Real Estate Bubble The Effects Of A Hangover-ca1871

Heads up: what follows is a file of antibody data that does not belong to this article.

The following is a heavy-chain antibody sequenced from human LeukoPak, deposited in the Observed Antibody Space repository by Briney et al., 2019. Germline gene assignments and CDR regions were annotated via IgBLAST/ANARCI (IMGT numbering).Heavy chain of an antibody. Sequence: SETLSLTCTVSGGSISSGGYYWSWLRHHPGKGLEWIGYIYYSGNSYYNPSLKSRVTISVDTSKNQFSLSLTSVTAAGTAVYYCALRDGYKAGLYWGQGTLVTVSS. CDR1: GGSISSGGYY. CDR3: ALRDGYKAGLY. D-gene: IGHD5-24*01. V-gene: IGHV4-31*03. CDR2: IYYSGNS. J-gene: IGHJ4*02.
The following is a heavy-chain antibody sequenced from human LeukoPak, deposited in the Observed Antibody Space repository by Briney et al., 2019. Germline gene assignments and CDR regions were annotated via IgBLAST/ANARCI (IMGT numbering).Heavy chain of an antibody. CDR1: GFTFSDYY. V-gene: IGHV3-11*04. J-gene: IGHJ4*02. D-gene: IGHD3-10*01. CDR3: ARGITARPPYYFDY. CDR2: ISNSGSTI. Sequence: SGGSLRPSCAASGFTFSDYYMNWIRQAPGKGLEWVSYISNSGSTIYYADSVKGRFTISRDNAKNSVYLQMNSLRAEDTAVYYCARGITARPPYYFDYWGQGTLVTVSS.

Real-Estate We all know that 2000 – 2005 comprised one of the hottest real estate markets on record in which the industry enjoyed tremendous growth. But are there any consequences to the industry? Definitely says Stefan Swanepoel, author the annual Swanepoel Trends Report in his latest 2007 edition. During this period of growth the country experienced a buying frenzy fed by low interest rates, a plate full of new mortgages, bullish customer confidence, low unemployment, strong economic growth and excellent price appreciation. Many economic factors were required to be in place for the prolonged real estate boom, Swanepoel says. The consumers’ hunger seemed to have no end but it took more than just an appetite for bigger and better to fuel such a run in real estate. According to many sources outside the real estate industry, this market is destined to have its bubble burst with higher mortgage rates, a downturn in home sales, an increased inventory of unsold homes and an economy headed for a recession. Industry insiders, however, paint a much different picture based upon: strong employment; an artificially high demand for home buying that has dissipated; the balancing out of homes purchased by investors for rapid appreciation being put back on the market; lower interest rates; and a strong economy. Supply and demand form the basic foundation of a capitalistic market. In real estate terms if an increase in home buyers and investors (including flippers and speculators) has artificially driven up demand and hence prices, then when the low-interest-rate stimulus is removed, a correction will occur. If the increase in demand is a result of job growth or an influx of new homebuyers to the area, then the resulting home price appreciation is naturally driven, and hence there will be little or no correction if interest rates change. According to the Report a surge in media directed new programming at the housing market from home-repair to fix-and-flip to home-make-over shows and compounded the frenzy. Many people started looking for a get-rich scheme while others just didn’t want to be left behind. Tens of thousands of people were pulled into real estate as it became the new Internet Craze where anything containing the words home or real estate seemed to be as hot as anything with a dotcom during the late 1990s. Adjustments on various levels, not just pricing, would be a good thing for the real estate industry Swanepoel says. The industry still has to deal with the morning after affect and challenges such as: Too many agents and brokers Too many inexperienced agents Too many new mortgage brokers A decrease in housing prices A rise in the number of foreclosures An increase in mortgage fraud Swanepoel cautions that for a great many agents who have never experienced anything other than the most recent feeding frenzy this is the first time they’ll be learning them, and for the rest who have been there before, it’s a time to reflect on the last time through the cycle, and add the new lessons learned. The effects mentioned above will of course be felt differently in every region, Swanepoel says as the impact will be regionally amplified in areas where home prices have risen sharply or had a disproportionate surge in agent count. It’s not that the industry hasn’t experienced any of these challenges before Swanepoel says. It’s rather that the combination of all of them, including the changing consumer and advancing technology, will probably expedite the restructuring of the real estate brokerage industry. So how will the industry deal with the effects of a hangover? For a balanced and invigorating discussion on this and many other real estate issues affecting the industry get a copy of the 2007 Swanepoel TRENDS Report ( This 159-page Report will give you lots of food for thought. About the Author: Stefan Swanepoel is widely recognized as the leading visionary on change in the real estate industry. He has penned 13 Books and Reports including the 1998 bestseller, Real Estate confronts Realityand the 2007 Swanepoel Trends Report. Visit for more information. Article Published On: 相关的主题文章:

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